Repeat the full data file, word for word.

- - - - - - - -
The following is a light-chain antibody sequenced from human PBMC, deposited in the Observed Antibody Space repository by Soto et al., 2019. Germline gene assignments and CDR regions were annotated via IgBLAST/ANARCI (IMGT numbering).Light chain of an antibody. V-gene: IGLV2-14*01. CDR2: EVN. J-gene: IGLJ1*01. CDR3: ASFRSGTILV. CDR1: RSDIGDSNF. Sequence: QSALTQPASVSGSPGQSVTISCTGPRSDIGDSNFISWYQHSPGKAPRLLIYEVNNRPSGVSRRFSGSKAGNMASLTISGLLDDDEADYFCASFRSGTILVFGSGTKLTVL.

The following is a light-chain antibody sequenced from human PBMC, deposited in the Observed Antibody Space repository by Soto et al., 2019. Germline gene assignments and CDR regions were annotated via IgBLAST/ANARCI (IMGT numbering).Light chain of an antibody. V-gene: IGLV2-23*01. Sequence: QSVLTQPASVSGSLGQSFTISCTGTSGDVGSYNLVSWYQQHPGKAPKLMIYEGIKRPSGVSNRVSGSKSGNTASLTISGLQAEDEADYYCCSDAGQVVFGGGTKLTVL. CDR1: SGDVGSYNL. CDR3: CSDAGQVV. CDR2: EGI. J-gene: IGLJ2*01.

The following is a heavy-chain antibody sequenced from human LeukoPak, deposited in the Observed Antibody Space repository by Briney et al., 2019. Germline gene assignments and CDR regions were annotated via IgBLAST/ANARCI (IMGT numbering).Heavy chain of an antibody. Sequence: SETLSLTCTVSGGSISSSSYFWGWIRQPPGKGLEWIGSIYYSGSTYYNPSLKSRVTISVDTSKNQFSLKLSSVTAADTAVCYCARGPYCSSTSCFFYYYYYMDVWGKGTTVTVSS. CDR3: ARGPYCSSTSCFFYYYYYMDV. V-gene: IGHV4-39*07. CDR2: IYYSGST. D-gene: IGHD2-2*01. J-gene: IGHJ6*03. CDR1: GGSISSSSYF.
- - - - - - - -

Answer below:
The following is a light-chain antibody sequenced from human PBMC, deposited in the Observed Antibody Space repository by Soto et al., 2019. Germline gene assignments and CDR regions were annotated via IgBLAST/ANARCI (IMGT numbering).Light chain of an antibody. V-gene: IGLV2-14*01. CDR2: EVN. J-gene: IGLJ1*01. CDR3: ASFRSGTILV. CDR1: RSDIGDSNF. Sequence: QSALTQPASVSGSPGQSVTISCTGPRSDIGDSNFISWYQHSPGKAPRLLIYEVNNRPSGVSRRFSGSKAGNMASLTISGLLDDDEADYFCASFRSGTILVFGSGTKLTVL.

The following is a light-chain antibody sequenced from human PBMC, deposited in the Observed Antibody Space repository by Soto et al., 2019. Germline gene assignments and CDR regions were annotated via IgBLAST/ANARCI (IMGT numbering).Light chain of an antibody. V-gene: IGLV2-23*01. Sequence: QSVLTQPASVSGSLGQSFTISCTGTSGDVGSYNLVSWYQQHPGKAPKLMIYEGIKRPSGVSNRVSGSKSGNTASLTISGLQAEDEADYYCCSDAGQVVFGGGTKLTVL. CDR1: SGDVGSYNL. CDR3: CSDAGQVV. CDR2: EGI. J-gene: IGLJ2*01.

The following is a heavy-chain antibody sequenced from human LeukoPak, deposited in the Observed Antibody Space repository by Briney et al., 2019. Germline gene assignments and CDR regions were annotated via IgBLAST/ANARCI (IMGT numbering).Heavy chain of an antibody. Sequence: SETLSLTCTVSGGSISSSSYFWGWIRQPPGKGLEWIGSIYYSGSTYYNPSLKSRVTISVDTSKNQFSLKLSSVTAADTAVCYCARGPYCSSTSCFFYYYYYMDVWGKGTTVTVSS. CDR3: ARGPYCSSTSCFFYYYYYMDV. V-gene: IGHV4-39*07. CDR2: IYYSGST. D-gene: IGHD2-2*01. J-gene: IGHJ6*03. CDR1: GGSISSSSYF.